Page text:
Personally, I have more confidence in the market getting this right than the politicians.

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60 thoughts on “Crude oil and gasoline prices

  1. Jeffrey J. Brown

    I think that we need to differentiate between long term and short term factors that affect crude oil prices. In my opinion, average annual oil prices give us the best indication of fundamental long term supply and demand factors. And of course, Brent is a far better indicator of global prices than WTI.
    The annual Brent spot crude oil price (EIA) doubled from $55 in 2005 to $111 in 2011. This is an average rate of increase of 12%/year, or the average six year rate of increase in annual global crude oil prices has been about 1% per month for six years. Of course, actual prices have been above and below the trend line, but this is the six year annual trend.
    As I have, on occasion, noted I think that the primary factor affecting global crude oil prices is the post-2005 decline in Global Net Exports of oil (GNE), with the Chindia region consuming an increasing share of a declining volume of GNE.
    I estimate that there are about 157 net oil importing countries in the world. If we extrapolate the Chindia region’s rate of increase in their combined net oil imports, as a percentage of GNE in 19 years just two of these oil importing countries–China & India–would consume 100% of GNE.
    Assuming that the Chindia region’s combined net oil imports were to approach 100% of GNE around 2029, I estimate that the current CANE (Post-2005 Cumulative Available Net Exports) depletion rate could be on the order of about 8%/year (versus a 2005 to 2010 2.8%/year rate of decline in the volume of ANE).
    The CANE depletion rate would be the rate that we are consuming the cumulative post-2005 supply of global net exports available to importers other than China & India. Based on a simple model and based on actual case histories, note that it is common for the initial depletion rate to exceed the initial annual rate of decline in net exports.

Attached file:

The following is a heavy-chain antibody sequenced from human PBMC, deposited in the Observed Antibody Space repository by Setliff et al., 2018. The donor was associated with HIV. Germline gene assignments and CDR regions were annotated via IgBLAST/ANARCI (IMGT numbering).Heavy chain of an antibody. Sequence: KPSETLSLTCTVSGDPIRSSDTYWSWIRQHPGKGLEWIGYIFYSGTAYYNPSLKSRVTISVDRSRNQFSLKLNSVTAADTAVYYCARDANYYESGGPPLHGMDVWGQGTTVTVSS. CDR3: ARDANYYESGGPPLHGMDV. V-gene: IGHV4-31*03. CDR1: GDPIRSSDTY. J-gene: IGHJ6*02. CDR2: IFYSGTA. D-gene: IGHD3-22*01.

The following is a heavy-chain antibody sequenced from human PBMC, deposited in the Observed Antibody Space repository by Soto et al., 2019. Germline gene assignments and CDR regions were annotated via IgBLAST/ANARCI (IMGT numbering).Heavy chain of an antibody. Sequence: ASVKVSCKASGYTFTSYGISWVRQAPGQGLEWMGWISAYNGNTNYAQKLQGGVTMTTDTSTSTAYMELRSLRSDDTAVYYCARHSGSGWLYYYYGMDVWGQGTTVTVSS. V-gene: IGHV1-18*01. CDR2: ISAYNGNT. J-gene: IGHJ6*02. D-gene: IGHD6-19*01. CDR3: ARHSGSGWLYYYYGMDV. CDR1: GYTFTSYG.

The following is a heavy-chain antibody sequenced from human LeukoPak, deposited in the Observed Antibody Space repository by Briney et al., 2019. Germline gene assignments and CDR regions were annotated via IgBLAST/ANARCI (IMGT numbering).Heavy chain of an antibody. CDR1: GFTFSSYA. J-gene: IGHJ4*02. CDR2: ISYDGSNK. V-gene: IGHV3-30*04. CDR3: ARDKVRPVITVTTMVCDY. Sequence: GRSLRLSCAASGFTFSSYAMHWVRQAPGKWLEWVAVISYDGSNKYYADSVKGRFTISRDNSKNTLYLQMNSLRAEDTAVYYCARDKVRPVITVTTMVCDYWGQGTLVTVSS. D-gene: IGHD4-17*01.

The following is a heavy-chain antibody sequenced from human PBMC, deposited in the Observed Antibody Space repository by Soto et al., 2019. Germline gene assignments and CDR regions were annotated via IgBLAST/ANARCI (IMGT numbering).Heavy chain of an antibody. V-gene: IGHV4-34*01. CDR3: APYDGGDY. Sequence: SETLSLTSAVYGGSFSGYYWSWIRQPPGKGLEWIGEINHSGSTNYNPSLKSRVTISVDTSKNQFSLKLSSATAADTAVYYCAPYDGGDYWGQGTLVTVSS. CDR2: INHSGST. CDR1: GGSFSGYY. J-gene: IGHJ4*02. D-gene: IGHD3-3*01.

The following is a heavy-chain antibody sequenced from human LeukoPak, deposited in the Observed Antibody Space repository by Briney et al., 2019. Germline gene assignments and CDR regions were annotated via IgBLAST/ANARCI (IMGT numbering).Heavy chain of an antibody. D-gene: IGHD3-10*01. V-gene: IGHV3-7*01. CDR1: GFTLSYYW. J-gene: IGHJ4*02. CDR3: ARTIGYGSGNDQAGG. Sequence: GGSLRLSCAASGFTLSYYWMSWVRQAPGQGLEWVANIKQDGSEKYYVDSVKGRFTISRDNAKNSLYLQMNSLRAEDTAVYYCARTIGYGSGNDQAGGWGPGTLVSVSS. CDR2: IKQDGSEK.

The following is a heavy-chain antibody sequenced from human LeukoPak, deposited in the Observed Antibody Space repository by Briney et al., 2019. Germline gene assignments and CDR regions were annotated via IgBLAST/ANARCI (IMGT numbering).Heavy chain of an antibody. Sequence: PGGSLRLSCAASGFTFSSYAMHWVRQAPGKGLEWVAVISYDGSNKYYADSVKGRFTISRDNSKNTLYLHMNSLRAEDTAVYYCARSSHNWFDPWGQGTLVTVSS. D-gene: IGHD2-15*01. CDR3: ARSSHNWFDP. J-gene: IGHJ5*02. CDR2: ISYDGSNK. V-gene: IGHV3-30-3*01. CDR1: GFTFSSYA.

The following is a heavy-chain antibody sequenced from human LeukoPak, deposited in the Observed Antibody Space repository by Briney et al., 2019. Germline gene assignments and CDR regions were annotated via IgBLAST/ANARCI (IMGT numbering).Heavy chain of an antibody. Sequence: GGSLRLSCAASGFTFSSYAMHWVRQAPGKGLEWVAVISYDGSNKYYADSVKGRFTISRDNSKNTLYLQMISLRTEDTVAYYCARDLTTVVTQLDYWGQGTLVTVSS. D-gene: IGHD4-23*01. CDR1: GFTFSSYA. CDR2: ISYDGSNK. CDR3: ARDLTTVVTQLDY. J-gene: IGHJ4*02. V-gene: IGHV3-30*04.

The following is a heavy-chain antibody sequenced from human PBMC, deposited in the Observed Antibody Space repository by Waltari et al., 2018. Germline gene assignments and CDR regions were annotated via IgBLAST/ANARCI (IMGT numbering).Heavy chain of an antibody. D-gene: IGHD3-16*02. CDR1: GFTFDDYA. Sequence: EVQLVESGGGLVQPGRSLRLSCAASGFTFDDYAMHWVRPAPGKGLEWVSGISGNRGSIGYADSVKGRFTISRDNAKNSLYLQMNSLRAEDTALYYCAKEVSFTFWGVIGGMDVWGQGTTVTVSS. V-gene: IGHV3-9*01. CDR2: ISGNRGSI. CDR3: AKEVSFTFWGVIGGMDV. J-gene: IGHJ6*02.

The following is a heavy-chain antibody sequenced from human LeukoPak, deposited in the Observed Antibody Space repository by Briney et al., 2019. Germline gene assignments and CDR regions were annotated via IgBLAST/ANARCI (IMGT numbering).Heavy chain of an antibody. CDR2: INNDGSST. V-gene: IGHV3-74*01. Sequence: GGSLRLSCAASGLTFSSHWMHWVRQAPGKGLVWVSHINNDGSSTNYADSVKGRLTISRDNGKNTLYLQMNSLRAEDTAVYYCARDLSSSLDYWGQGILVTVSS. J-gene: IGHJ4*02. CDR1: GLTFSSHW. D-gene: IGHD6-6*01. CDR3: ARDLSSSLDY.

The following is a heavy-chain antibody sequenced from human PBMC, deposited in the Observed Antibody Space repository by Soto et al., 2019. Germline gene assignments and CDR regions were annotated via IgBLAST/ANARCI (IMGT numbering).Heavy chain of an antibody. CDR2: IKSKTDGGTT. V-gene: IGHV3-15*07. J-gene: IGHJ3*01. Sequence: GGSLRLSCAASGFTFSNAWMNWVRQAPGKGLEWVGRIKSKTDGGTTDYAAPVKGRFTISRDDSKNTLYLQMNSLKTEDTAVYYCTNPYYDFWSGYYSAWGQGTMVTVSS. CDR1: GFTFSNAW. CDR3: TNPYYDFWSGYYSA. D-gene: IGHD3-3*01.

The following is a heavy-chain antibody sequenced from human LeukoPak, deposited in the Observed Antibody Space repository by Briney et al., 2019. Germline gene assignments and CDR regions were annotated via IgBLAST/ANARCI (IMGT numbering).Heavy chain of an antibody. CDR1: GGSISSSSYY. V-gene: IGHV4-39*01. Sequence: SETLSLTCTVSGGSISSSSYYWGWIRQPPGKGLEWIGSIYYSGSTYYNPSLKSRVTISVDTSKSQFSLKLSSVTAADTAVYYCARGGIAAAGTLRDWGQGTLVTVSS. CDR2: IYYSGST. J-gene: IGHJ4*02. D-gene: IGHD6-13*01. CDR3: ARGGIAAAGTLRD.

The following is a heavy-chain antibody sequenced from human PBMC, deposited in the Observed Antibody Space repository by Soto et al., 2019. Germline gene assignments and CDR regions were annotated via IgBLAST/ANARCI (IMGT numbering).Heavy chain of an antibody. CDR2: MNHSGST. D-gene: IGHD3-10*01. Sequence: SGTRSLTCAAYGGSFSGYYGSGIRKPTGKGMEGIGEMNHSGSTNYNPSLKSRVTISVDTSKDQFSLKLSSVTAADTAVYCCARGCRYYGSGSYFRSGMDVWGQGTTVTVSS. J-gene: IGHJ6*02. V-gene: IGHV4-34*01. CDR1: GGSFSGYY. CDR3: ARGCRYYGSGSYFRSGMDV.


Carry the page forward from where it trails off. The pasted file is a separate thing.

If, and obviously this is a big “If,” but if we extrapolate the 2005 to 2010 data trends, I estimate that the post-2005 cumulative volume of (net) exported oil available to importers other than China & India, or CANE, will have fallen by about 50% by the end of next year, 2013.
    The CANE metric is very much analogous to a fuel tank. If we project current trends, the “fuel tank” that would provide exported oil to about 155 oil importing countries would be full at the end of 2005, and about 50% empty by the end of next year.
    Slowly increasing US crude oil production (up from the pre-hurricane rate of 5.4 mbpd in 2004 to 5.65 mbpd in 2011) certainly helps, but we remain dependent on imports for about two out of every three barrels of crude oil that are processed in US refineries.
    The dominant trend we are seeing is that the US, and most other developed OECD countries, are being gradually priced out of the global market for exported oil, as annual global (Brent) crude oil prices doubled from 2005 to 2011.

  2. Rich Berger

    “I estimate that there are about 157 net oil importing countries in the world. If we extrapolate the Chindia region’s rate of increase in their combined net oil imports, as a percentage of GNE in 19 years just two of these oil importing countries–China & India–would consume 100% of GNE.”
    Isn’t it clear that when you get the previous conclusion, that your assumptions are flawed?
    “The dominant trend we are seeing is that the US, and most other developed OECD countries, are being gradually priced out of the global market for exported oil, as annual global (Brent) crude oil prices doubled from 2005 to 2011.”